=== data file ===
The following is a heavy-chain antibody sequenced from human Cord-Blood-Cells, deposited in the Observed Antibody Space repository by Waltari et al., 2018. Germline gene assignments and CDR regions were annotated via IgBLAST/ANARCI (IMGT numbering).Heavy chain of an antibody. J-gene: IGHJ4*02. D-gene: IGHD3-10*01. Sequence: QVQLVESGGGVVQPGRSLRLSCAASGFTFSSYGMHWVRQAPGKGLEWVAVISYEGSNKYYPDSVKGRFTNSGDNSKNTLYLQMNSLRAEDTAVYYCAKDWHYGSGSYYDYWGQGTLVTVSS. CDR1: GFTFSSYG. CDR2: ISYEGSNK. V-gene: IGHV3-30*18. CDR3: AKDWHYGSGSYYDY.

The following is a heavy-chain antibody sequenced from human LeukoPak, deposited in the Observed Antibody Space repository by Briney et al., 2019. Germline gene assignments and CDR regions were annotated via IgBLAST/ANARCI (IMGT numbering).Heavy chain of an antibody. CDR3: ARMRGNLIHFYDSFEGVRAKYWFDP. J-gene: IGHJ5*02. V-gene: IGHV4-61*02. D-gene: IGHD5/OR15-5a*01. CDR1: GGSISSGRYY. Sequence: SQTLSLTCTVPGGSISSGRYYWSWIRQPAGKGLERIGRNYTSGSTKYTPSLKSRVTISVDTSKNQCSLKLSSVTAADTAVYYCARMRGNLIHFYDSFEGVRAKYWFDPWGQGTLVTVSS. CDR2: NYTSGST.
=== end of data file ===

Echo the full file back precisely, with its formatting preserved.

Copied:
The following is a heavy-chain antibody sequenced from human Cord-Blood-Cells, deposited in the Observed Antibody Space repository by Waltari et al., 2018. Germline gene assignments and CDR regions were annotated via IgBLAST/ANARCI (IMGT numbering).Heavy chain of an antibody. J-gene: IGHJ4*02. D-gene: IGHD3-10*01. Sequence: QVQLVESGGGVVQPGRSLRLSCAASGFTFSSYGMHWVRQAPGKGLEWVAVISYEGSNKYYPDSVKGRFTNSGDNSKNTLYLQMNSLRAEDTAVYYCAKDWHYGSGSYYDYWGQGTLVTVSS. CDR1: GFTFSSYG. CDR2: ISYEGSNK. V-gene: IGHV3-30*18. CDR3: AKDWHYGSGSYYDY.

The following is a heavy-chain antibody sequenced from human LeukoPak, deposited in the Observed Antibody Space repository by Briney et al., 2019. Germline gene assignments and CDR regions were annotated via IgBLAST/ANARCI (IMGT numbering).Heavy chain of an antibody. CDR3: ARMRGNLIHFYDSFEGVRAKYWFDP. J-gene: IGHJ5*02. V-gene: IGHV4-61*02. D-gene: IGHD5/OR15-5a*01. CDR1: GGSISSGRYY. Sequence: SQTLSLTCTVPGGSISSGRYYWSWIRQPAGKGLERIGRNYTSGSTKYTPSLKSRVTISVDTSKNQCSLKLSSVTAADTAVYYCARMRGNLIHFYDSFEGVRAKYWFDPWGQGTLVTVSS. CDR2: NYTSGST.